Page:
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Oxford man prosecuted for fraud Published Date: 03/03/2024

Nawaz was prosecuted for fraud by false representation under section 2 of the Fraud Act 2006 and sentenced to a 12-month community order and ordered to carry out 100 hours of unpaid work. He was also ordered to pay a total of £314 including £114 representing a community order surcharge and £200 in court costs.

He had earlier entered a guilty plea at his first appearance in the court on 26 January 2024 and the case had been adjourned for a pre-sentence report to be compiled.

The case was brought forward by the SIA after Nawaz submitted a fraudulent document to the SIA for his licence application. As part of the application process, he was required to provide supporting documentation including references.

On 25 March 2022 he submitted a character reference letter purporting to be from a local postmaster who knew him personally. The SIA checked the validity of the reference letter and found it to be a fraudulent document. Nawaz was contacted by the SIA, but he failed to engage with the investigation or be interviewed by SIA investigators.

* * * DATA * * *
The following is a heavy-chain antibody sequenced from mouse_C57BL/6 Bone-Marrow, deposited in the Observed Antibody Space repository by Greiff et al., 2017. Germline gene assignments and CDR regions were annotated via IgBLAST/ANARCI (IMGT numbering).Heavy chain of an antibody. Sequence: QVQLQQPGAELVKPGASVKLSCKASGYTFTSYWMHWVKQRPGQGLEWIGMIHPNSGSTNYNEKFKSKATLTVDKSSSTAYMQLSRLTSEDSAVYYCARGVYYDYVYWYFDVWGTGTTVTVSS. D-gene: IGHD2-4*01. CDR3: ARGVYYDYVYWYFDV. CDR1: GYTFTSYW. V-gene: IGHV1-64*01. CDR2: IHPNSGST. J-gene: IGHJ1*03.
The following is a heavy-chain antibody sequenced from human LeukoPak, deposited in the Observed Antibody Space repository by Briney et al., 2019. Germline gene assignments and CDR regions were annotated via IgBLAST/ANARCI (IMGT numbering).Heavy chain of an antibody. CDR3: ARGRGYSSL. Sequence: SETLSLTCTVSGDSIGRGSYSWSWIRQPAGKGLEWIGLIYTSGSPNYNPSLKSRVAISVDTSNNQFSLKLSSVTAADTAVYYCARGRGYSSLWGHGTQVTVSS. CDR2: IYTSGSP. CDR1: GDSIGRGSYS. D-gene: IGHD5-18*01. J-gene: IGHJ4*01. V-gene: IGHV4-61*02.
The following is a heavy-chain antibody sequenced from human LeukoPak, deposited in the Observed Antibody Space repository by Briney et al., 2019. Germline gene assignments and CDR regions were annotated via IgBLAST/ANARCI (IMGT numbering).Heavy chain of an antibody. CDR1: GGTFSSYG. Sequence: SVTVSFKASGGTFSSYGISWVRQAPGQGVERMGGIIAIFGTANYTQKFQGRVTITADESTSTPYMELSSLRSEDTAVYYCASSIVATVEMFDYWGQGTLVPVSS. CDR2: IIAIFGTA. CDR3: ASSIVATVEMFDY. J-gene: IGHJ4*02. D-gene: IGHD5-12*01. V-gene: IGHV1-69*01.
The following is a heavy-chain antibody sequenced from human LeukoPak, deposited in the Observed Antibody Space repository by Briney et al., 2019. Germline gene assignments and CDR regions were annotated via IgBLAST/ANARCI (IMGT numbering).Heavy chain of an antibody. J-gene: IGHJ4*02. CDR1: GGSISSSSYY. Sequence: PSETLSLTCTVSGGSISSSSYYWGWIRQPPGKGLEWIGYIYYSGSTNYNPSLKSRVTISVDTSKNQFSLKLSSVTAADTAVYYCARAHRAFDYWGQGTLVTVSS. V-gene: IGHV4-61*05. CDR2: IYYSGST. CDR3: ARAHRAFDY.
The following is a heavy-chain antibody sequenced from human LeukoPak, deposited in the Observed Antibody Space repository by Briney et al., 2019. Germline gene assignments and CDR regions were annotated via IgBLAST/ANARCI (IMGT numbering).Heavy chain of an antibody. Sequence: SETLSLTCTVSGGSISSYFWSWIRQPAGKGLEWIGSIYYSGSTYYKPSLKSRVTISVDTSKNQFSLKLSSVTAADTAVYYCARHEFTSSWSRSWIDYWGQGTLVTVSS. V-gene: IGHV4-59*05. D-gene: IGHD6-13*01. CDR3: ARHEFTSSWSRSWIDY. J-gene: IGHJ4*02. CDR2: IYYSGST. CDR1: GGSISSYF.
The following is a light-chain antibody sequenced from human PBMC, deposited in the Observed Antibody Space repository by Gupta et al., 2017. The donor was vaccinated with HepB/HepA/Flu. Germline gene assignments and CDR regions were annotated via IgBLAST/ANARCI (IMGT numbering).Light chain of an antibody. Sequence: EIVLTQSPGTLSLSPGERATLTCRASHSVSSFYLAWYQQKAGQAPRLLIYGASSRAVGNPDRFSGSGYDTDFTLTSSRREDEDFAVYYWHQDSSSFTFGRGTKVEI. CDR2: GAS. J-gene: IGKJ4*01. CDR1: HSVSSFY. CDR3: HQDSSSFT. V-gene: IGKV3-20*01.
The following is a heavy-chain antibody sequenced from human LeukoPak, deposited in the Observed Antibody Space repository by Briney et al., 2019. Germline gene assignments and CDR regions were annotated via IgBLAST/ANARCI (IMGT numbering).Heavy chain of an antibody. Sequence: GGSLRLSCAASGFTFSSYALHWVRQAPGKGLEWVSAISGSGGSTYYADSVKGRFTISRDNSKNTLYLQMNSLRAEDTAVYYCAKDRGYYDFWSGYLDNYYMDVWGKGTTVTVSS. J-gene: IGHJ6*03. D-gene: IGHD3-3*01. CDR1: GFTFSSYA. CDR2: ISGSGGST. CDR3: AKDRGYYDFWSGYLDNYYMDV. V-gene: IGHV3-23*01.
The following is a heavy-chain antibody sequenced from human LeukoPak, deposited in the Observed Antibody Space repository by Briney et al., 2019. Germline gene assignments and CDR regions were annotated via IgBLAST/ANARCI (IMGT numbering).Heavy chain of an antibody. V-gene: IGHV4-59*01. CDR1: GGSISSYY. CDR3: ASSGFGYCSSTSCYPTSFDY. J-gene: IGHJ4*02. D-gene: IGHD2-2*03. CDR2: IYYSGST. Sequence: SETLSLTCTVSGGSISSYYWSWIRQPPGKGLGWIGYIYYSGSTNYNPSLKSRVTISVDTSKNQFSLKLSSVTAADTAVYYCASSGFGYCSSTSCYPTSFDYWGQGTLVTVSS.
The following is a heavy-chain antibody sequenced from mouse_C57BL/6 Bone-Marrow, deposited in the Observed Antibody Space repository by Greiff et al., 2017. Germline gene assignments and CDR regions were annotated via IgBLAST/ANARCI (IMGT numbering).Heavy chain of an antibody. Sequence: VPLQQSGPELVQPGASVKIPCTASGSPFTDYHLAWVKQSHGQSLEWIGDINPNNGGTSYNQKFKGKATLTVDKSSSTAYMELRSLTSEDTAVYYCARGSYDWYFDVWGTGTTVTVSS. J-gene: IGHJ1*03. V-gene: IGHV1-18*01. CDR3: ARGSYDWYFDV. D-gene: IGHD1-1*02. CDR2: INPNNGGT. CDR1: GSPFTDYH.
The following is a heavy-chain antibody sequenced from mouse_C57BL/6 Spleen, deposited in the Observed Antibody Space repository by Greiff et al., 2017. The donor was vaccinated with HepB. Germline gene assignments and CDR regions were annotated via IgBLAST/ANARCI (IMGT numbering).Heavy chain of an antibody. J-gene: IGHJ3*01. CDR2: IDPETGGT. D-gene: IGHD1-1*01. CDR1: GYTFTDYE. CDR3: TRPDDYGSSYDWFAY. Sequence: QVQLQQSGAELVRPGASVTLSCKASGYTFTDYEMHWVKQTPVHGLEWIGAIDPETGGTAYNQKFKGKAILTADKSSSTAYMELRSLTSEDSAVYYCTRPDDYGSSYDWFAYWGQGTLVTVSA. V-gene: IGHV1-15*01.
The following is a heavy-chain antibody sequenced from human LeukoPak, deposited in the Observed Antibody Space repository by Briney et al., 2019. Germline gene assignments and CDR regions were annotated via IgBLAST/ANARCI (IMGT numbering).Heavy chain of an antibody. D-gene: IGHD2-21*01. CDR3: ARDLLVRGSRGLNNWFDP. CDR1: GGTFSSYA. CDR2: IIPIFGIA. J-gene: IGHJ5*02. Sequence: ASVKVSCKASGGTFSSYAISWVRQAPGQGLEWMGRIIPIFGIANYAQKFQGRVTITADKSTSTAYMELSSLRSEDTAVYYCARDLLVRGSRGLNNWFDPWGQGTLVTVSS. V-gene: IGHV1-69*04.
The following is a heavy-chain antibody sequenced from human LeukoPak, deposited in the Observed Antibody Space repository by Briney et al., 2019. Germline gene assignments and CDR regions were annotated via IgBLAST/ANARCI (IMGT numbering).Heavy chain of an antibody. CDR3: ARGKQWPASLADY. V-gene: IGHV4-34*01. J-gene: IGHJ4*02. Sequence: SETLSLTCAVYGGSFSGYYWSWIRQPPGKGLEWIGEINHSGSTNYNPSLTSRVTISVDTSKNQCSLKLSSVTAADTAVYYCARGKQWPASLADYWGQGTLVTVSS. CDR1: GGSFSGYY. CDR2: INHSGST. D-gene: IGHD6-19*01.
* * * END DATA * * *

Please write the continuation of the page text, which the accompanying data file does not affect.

Nicola Bolton, one of the SIA’s criminal investigations managers said:

The primary purpose of the SIA licensing regime is to protect the public. A person must be fit and proper in order to hold an SIA licence. This is because the people who hold SIA licences are in positions of responsibility. They are entrusted to protect people, property, and premises. A commitment to certain standards of behaviour is fundamental to what it means to be fit and proper, and to being part of a profession.

By submitting a fraudulent document to the SIA, Karvan Nawaz proved he is not fit to hold a licence to carry out the important task of public safety. Submitting a fraudulent document is a serious offence and Nawaz’s sentence is a reminder that actions that can undermine public trust and cause a threat to public safety will be exposed and met with appropriate repercussions and penalties.